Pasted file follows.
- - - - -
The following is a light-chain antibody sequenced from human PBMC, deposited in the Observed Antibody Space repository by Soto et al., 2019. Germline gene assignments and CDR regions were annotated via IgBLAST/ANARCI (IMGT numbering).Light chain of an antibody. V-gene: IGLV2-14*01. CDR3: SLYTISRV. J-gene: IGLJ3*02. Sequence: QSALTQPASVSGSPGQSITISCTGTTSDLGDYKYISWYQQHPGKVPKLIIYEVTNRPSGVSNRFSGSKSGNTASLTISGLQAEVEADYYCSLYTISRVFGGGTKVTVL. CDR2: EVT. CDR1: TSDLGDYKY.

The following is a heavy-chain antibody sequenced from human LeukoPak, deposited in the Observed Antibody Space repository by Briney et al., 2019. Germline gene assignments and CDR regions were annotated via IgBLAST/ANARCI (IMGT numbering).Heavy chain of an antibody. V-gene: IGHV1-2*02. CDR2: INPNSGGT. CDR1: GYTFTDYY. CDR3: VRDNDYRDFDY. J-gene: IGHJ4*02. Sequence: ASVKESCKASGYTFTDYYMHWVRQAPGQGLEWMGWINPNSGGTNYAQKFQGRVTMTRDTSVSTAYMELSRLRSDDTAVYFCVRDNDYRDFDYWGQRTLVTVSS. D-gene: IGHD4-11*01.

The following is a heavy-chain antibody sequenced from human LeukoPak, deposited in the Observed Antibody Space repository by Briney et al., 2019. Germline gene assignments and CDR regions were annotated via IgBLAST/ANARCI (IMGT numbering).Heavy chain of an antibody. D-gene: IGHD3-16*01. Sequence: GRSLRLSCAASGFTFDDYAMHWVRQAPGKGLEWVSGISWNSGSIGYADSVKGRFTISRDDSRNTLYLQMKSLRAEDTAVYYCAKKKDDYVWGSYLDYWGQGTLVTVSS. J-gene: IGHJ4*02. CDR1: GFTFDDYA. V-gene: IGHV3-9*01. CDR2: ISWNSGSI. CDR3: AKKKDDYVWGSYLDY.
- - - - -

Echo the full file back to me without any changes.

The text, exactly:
The following is a light-chain antibody sequenced from human PBMC, deposited in the Observed Antibody Space repository by Soto et al., 2019. Germline gene assignments and CDR regions were annotated via IgBLAST/ANARCI (IMGT numbering).Light chain of an antibody. V-gene: IGLV2-14*01. CDR3: SLYTISRV. J-gene: IGLJ3*02. Sequence: QSALTQPASVSGSPGQSITISCTGTTSDLGDYKYISWYQQHPGKVPKLIIYEVTNRPSGVSNRFSGSKSGNTASLTISGLQAEVEADYYCSLYTISRVFGGGTKVTVL. CDR2: EVT. CDR1: TSDLGDYKY.

The following is a heavy-chain antibody sequenced from human LeukoPak, deposited in the Observed Antibody Space repository by Briney et al., 2019. Germline gene assignments and CDR regions were annotated via IgBLAST/ANARCI (IMGT numbering).Heavy chain of an antibody. V-gene: IGHV1-2*02. CDR2: INPNSGGT. CDR1: GYTFTDYY. CDR3: VRDNDYRDFDY. J-gene: IGHJ4*02. Sequence: ASVKESCKASGYTFTDYYMHWVRQAPGQGLEWMGWINPNSGGTNYAQKFQGRVTMTRDTSVSTAYMELSRLRSDDTAVYFCVRDNDYRDFDYWGQRTLVTVSS. D-gene: IGHD4-11*01.

The following is a heavy-chain antibody sequenced from human LeukoPak, deposited in the Observed Antibody Space repository by Briney et al., 2019. Germline gene assignments and CDR regions were annotated via IgBLAST/ANARCI (IMGT numbering).Heavy chain of an antibody. D-gene: IGHD3-16*01. Sequence: GRSLRLSCAASGFTFDDYAMHWVRQAPGKGLEWVSGISWNSGSIGYADSVKGRFTISRDDSRNTLYLQMKSLRAEDTAVYYCAKKKDDYVWGSYLDYWGQGTLVTVSS. J-gene: IGHJ4*02. CDR1: GFTFDDYA. V-gene: IGHV3-9*01. CDR2: ISWNSGSI. CDR3: AKKKDDYVWGSYLDY.